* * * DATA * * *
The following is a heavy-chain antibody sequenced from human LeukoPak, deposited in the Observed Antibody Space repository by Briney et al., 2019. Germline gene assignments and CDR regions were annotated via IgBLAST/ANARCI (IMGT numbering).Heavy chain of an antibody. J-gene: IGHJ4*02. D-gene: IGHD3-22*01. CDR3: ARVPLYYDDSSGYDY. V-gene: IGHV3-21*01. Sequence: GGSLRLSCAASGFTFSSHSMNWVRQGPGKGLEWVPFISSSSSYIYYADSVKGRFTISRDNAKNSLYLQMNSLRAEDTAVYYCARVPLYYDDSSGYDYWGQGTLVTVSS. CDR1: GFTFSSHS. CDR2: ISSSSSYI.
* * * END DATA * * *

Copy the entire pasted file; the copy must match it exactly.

The following is a heavy-chain antibody sequenced from human LeukoPak, deposited in the Observed Antibody Space repository by Briney et al., 2019. Germline gene assignments and CDR regions were annotated via IgBLAST/ANARCI (IMGT numbering).Heavy chain of an antibody. J-gene: IGHJ4*02. D-gene: IGHD3-22*01. CDR3: ARVPLYYDDSSGYDY. V-gene: IGHV3-21*01. Sequence: GGSLRLSCAASGFTFSSHSMNWVRQGPGKGLEWVPFISSSSSYIYYADSVKGRFTISRDNAKNSLYLQMNSLRAEDTAVYYCARVPLYYDDSSGYDYWGQGTLVTVSS. CDR1: GFTFSSHS. CDR2: ISSSSSYI.